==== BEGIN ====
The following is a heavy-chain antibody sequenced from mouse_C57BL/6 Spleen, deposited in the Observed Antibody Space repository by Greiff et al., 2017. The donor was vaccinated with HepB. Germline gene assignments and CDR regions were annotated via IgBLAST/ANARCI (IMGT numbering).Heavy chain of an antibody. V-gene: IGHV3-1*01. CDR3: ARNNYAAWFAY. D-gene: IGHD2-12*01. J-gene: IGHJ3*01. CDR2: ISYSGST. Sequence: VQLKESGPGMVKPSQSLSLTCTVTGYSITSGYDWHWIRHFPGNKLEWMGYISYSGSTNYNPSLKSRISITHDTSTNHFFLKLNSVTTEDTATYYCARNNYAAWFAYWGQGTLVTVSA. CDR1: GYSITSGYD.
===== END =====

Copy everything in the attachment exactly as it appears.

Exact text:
The following is a heavy-chain antibody sequenced from mouse_C57BL/6 Spleen, deposited in the Observed Antibody Space repository by Greiff et al., 2017. The donor was vaccinated with HepB. Germline gene assignments and CDR regions were annotated via IgBLAST/ANARCI (IMGT numbering).Heavy chain of an antibody. V-gene: IGHV3-1*01. CDR3: ARNNYAAWFAY. D-gene: IGHD2-12*01. J-gene: IGHJ3*01. CDR2: ISYSGST. Sequence: VQLKESGPGMVKPSQSLSLTCTVTGYSITSGYDWHWIRHFPGNKLEWMGYISYSGSTNYNPSLKSRISITHDTSTNHFFLKLNSVTTEDTATYYCARNNYAAWFAYWGQGTLVTVSA. CDR1: GYSITSGYD.